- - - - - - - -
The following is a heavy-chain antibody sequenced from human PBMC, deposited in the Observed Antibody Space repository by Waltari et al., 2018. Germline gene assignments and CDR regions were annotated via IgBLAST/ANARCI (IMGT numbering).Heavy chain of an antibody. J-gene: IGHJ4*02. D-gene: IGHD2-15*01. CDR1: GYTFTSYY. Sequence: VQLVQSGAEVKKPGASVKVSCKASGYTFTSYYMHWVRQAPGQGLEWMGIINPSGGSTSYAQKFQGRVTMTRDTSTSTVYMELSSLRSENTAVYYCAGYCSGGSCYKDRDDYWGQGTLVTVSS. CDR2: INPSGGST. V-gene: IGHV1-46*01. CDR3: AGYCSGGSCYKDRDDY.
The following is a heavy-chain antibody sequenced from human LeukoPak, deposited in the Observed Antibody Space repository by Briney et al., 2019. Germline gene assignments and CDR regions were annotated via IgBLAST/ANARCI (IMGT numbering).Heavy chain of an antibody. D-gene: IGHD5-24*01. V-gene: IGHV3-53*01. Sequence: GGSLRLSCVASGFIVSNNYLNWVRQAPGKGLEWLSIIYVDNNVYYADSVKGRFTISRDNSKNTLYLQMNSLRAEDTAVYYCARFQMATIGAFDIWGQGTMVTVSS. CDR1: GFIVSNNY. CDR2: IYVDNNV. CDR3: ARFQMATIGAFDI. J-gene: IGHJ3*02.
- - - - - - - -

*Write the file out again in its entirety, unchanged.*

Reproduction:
The following is a heavy-chain antibody sequenced from human PBMC, deposited in the Observed Antibody Space repository by Waltari et al., 2018. Germline gene assignments and CDR regions were annotated via IgBLAST/ANARCI (IMGT numbering).Heavy chain of an antibody. J-gene: IGHJ4*02. D-gene: IGHD2-15*01. CDR1: GYTFTSYY. Sequence: VQLVQSGAEVKKPGASVKVSCKASGYTFTSYYMHWVRQAPGQGLEWMGIINPSGGSTSYAQKFQGRVTMTRDTSTSTVYMELSSLRSENTAVYYCAGYCSGGSCYKDRDDYWGQGTLVTVSS. CDR2: INPSGGST. V-gene: IGHV1-46*01. CDR3: AGYCSGGSCYKDRDDY.
The following is a heavy-chain antibody sequenced from human LeukoPak, deposited in the Observed Antibody Space repository by Briney et al., 2019. Germline gene assignments and CDR regions were annotated via IgBLAST/ANARCI (IMGT numbering).Heavy chain of an antibody. D-gene: IGHD5-24*01. V-gene: IGHV3-53*01. Sequence: GGSLRLSCVASGFIVSNNYLNWVRQAPGKGLEWLSIIYVDNNVYYADSVKGRFTISRDNSKNTLYLQMNSLRAEDTAVYYCARFQMATIGAFDIWGQGTMVTVSS. CDR1: GFIVSNNY. CDR2: IYVDNNV. CDR3: ARFQMATIGAFDI. J-gene: IGHJ3*02.